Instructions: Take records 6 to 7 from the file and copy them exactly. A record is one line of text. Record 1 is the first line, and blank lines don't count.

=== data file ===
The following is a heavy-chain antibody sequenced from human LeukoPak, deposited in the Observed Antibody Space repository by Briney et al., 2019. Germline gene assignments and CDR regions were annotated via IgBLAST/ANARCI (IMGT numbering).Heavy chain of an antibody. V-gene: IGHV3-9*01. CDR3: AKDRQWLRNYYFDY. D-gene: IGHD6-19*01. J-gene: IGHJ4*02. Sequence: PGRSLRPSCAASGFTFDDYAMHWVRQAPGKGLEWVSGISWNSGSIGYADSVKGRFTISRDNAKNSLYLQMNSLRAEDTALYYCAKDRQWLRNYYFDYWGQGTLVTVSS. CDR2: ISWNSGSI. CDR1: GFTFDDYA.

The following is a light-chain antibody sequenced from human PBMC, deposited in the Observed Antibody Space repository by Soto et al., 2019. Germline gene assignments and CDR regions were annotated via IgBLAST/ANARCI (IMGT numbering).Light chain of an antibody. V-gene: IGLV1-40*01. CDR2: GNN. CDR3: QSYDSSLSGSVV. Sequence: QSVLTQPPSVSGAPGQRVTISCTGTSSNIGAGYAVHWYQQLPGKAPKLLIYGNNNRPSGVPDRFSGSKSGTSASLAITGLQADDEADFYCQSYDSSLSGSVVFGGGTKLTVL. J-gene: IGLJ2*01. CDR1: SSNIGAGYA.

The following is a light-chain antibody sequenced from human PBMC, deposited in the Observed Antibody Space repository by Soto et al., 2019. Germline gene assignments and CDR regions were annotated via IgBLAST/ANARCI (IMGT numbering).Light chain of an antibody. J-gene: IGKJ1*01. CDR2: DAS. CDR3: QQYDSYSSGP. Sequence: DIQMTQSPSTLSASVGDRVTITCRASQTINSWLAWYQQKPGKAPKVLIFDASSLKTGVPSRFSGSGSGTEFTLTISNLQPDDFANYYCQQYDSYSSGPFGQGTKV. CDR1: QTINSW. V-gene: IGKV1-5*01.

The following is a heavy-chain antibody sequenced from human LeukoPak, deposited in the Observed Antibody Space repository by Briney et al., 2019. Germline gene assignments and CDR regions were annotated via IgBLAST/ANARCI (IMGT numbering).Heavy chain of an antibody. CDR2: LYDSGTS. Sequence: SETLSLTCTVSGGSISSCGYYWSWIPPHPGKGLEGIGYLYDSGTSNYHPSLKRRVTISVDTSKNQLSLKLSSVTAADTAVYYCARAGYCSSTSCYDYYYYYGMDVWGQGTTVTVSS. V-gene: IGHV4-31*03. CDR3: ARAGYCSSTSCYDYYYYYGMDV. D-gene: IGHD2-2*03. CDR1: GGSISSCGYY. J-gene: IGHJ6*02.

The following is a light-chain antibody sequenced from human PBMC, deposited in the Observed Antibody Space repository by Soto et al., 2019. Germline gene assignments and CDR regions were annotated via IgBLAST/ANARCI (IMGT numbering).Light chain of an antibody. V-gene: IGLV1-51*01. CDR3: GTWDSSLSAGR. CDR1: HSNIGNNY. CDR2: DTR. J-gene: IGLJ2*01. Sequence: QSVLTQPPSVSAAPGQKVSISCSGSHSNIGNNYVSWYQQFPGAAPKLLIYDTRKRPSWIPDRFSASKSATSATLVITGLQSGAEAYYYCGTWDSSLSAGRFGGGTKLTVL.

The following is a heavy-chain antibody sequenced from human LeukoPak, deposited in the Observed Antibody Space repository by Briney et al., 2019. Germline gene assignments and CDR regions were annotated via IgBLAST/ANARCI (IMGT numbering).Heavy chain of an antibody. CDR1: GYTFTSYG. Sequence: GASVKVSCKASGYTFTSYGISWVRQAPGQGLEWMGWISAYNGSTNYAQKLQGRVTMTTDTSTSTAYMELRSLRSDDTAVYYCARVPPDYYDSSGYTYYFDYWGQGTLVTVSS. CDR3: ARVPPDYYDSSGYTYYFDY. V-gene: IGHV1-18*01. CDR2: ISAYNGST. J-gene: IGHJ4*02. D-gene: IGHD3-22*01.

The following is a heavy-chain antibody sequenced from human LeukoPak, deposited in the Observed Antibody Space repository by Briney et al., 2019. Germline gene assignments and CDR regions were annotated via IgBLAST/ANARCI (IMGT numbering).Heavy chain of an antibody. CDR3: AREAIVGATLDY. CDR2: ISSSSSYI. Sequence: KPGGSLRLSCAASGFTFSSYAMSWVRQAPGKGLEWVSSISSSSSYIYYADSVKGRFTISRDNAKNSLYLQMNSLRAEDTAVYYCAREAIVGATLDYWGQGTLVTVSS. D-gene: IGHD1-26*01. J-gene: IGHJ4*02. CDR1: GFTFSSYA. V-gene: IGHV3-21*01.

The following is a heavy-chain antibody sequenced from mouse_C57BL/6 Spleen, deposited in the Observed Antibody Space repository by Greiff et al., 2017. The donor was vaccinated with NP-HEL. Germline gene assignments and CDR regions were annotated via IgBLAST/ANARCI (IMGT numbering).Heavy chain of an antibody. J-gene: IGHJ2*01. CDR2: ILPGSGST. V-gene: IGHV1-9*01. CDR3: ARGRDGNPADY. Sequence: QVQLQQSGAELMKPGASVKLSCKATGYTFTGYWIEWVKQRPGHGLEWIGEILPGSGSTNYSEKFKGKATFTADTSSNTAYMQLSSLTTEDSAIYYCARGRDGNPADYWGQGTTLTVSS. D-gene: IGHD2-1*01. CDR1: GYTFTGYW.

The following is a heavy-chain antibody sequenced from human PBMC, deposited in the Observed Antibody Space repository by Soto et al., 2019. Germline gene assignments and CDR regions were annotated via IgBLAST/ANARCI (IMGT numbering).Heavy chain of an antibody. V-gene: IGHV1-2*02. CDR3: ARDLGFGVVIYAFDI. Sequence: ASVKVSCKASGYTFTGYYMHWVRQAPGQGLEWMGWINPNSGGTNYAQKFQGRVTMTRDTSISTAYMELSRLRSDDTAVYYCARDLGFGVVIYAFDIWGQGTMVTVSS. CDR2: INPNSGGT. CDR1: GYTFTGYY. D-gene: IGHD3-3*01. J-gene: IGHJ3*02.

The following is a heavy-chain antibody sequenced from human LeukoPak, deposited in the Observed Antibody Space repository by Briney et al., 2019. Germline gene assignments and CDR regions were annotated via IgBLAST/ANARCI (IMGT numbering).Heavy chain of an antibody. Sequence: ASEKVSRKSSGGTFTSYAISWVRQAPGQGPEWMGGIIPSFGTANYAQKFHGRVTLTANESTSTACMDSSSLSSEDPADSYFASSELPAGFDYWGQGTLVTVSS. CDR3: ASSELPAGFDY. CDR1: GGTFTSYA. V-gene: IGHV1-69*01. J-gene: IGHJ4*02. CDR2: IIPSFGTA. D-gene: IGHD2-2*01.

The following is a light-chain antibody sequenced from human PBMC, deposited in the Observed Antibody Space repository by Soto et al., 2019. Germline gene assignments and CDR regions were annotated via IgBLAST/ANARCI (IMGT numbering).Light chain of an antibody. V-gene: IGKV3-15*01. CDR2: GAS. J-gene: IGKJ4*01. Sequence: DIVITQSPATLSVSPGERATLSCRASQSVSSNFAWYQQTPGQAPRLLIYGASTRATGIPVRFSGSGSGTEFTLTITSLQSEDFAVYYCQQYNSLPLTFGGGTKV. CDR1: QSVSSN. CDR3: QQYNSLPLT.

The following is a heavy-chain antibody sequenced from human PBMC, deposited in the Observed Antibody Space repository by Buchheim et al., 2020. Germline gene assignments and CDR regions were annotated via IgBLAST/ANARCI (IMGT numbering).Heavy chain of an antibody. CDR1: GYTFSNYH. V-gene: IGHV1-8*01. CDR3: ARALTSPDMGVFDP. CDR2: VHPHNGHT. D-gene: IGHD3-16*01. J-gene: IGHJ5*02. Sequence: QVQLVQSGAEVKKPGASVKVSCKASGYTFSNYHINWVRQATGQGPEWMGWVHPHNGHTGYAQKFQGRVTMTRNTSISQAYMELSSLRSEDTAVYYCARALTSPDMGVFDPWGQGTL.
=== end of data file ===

The following is a heavy-chain antibody sequenced from human LeukoPak, deposited in the Observed Antibody Space repository by Briney et al., 2019. Germline gene assignments and CDR regions were annotated via IgBLAST/ANARCI (IMGT numbering).Heavy chain of an antibody. CDR1: GYTFTSYG. Sequence: GASVKVSCKASGYTFTSYGISWVRQAPGQGLEWMGWISAYNGSTNYAQKLQGRVTMTTDTSTSTAYMELRSLRSDDTAVYYCARVPPDYYDSSGYTYYFDYWGQGTLVTVSS. CDR3: ARVPPDYYDSSGYTYYFDY. V-gene: IGHV1-18*01. CDR2: ISAYNGST. J-gene: IGHJ4*02. D-gene: IGHD3-22*01.

The following is a heavy-chain antibody sequenced from human LeukoPak, deposited in the Observed Antibody Space repository by Briney et al., 2019. Germline gene assignments and CDR regions were annotated via IgBLAST/ANARCI (IMGT numbering).Heavy chain of an antibody. CDR3: AREAIVGATLDY. CDR2: ISSSSSYI. Sequence: KPGGSLRLSCAASGFTFSSYAMSWVRQAPGKGLEWVSSISSSSSYIYYADSVKGRFTISRDNAKNSLYLQMNSLRAEDTAVYYCAREAIVGATLDYWGQGTLVTVSS. D-gene: IGHD1-26*01. J-gene: IGHJ4*02. CDR1: GFTFSSYA. V-gene: IGHV3-21*01.